Wednesday, June 14, 2006

Should Lieberman Jump The Dem Ship?

Sen. Joe Lieberman weighs starting a petition drive to get on the ballot as an Independent.

Lieberman's campaign contends that it's focused only on winning the Aug. 8 primary, but the Democrat has not ruled out petitioning his way onto the November ballot as part of a backup plan to secure a fourth term in the Senate.

"I am not going to close out any options," the senator recently told reporters.

Lieberman's spokeswoman, Marion Steinfels, said he is "already the party's endorsed candidate and on Aug. 8 he will win the primary, the Democratic primary."

Lieberman has until Aug. 9 — the day after the Democratic primary — to collect 7,500 signatures from registered voters to gain a spot on the ballot as an unaffiliated candidate.

Does it make sense for Lieberman to do this? The article cites poll data which indicates that Democratic primary challenger Ned Lamont has narrowed the gap between his support from registered Democrats and Lieberman's, from 65%-19% a month ago to 57%-32%. In contrast, the more recent poll indicates, Lieberman running as an Independent would likely capture 56% of the vote to 18% for Lamont and 8% for the Republican candidate.

Lamont's gain--and his potential to continue the momentum--must really have Lieberman worried if he's seriously considering the Independent option, which does indeed seem to be the best choice if "guaranteed" political survival is the main goal, especially in a state where the largest chunk of voters are unaffiliated.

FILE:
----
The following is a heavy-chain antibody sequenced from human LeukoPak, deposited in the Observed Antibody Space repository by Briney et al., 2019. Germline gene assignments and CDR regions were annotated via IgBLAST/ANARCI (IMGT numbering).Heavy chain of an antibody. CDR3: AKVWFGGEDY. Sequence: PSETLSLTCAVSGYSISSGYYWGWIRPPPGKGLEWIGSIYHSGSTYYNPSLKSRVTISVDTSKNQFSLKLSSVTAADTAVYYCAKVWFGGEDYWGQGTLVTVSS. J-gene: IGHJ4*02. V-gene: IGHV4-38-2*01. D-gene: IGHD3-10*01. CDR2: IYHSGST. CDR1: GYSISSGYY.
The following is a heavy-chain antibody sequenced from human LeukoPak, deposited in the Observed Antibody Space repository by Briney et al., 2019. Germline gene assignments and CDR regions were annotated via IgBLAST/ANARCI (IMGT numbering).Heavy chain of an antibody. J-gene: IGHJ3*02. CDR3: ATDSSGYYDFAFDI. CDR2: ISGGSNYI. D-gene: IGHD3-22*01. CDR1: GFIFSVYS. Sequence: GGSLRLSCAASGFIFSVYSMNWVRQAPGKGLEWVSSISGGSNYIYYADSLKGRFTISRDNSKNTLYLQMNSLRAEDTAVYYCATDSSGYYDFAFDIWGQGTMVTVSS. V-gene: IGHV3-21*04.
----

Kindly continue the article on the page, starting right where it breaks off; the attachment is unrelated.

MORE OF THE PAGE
Still, something doesn't quite sit right with me about this. Wouldn't this move indeed pretty much validate the criticism of Lieberman as not a "real" Democrat, and certainly not a "loyal" party man? A professor quoted in the article says such a move won't bother voters all that much, since party loyalty among the electorate isn't that important of a value anymore. But what about after the election? How would Lieberman's changed status--and the obvious reason behind it--affect his position in the Senate and how well he can serve his constituents? Because party loyalty does matter to politicians, right?

The other thing that's a bit wince-inducing for me is the picture of Lieberman running a drive for the signatures need to put him on the ballot as an Independent in the main election at the very same time he'll need to be campaigning--and hard--to win the Democratic primary on Aug. 8. Not so much because it might make Lieberman appear "weak," as the article suggests, or even underconfident, but more because it almost makes him look a bit of the bully. I mean, in effect, isn't he telling registered Democrats that it doesn't really matter what they do or what they want, he's going to be their next Senator, come hell or high water?

I'd be interested if Cal has any historical parallels or insights into this one.

Update: As far as my question goes regarding how Lieberman's position in the Senate would be affected by election as an Independent, here's one indication that the answer my be "not much": Sen. Chuck Schumer seems to be reassuring Lieberman that there wouldn't necessarily be any fallout. Another Hotline on Call post discusses potential financial support issues for an Independent Lieberman candidacy and also notes Kos' displeasure with the situation.